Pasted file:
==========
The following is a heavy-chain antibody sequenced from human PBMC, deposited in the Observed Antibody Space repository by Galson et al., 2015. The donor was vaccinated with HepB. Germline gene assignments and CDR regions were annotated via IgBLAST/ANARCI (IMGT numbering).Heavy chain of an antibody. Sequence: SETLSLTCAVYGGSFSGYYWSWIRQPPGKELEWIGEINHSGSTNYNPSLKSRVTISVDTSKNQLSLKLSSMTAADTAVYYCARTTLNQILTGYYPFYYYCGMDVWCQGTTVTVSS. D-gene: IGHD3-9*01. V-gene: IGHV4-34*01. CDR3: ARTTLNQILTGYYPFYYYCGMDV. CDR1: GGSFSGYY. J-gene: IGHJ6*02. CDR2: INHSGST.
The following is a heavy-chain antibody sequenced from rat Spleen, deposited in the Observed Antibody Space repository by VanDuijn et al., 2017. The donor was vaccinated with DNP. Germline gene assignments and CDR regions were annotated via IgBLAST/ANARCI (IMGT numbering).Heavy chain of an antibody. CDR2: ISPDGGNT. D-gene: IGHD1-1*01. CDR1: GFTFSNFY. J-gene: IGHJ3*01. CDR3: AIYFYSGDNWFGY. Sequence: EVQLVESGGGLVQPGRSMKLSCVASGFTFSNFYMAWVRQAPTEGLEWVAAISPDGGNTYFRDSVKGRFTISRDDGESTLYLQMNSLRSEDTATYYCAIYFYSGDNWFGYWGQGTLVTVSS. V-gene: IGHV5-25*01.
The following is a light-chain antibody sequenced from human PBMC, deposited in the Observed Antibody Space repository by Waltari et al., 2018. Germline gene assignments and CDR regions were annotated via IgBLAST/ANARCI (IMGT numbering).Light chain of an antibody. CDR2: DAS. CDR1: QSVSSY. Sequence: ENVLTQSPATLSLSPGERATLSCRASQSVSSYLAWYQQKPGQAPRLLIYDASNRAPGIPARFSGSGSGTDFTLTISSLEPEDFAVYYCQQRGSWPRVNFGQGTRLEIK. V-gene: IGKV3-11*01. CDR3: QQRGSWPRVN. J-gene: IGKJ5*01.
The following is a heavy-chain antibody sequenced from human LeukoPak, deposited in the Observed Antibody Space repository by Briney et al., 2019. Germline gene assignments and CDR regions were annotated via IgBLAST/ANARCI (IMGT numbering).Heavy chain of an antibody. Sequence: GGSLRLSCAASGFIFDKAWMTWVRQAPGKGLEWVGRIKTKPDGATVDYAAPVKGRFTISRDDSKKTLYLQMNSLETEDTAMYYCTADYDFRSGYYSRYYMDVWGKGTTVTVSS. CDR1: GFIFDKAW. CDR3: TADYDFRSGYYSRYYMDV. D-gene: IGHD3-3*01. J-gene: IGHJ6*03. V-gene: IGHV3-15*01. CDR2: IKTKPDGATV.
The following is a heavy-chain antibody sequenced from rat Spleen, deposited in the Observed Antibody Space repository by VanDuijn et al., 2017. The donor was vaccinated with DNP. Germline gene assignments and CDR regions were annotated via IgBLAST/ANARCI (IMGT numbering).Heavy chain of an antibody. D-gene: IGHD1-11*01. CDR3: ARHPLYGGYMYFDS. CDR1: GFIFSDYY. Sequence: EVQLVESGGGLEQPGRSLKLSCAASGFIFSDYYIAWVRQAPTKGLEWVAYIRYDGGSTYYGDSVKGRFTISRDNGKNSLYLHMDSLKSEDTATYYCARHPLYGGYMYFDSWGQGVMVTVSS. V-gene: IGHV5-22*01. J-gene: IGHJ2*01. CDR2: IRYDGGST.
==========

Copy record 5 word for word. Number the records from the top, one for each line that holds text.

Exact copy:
The following is a heavy-chain antibody sequenced from rat Spleen, deposited in the Observed Antibody Space repository by VanDuijn et al., 2017. The donor was vaccinated with DNP. Germline gene assignments and CDR regions were annotated via IgBLAST/ANARCI (IMGT numbering).Heavy chain of an antibody. D-gene: IGHD1-11*01. CDR3: ARHPLYGGYMYFDS. CDR1: GFIFSDYY. Sequence: EVQLVESGGGLEQPGRSLKLSCAASGFIFSDYYIAWVRQAPTKGLEWVAYIRYDGGSTYYGDSVKGRFTISRDNGKNSLYLHMDSLKSEDTATYYCARHPLYGGYMYFDSWGQGVMVTVSS. V-gene: IGHV5-22*01. J-gene: IGHJ2*01. CDR2: IRYDGGST.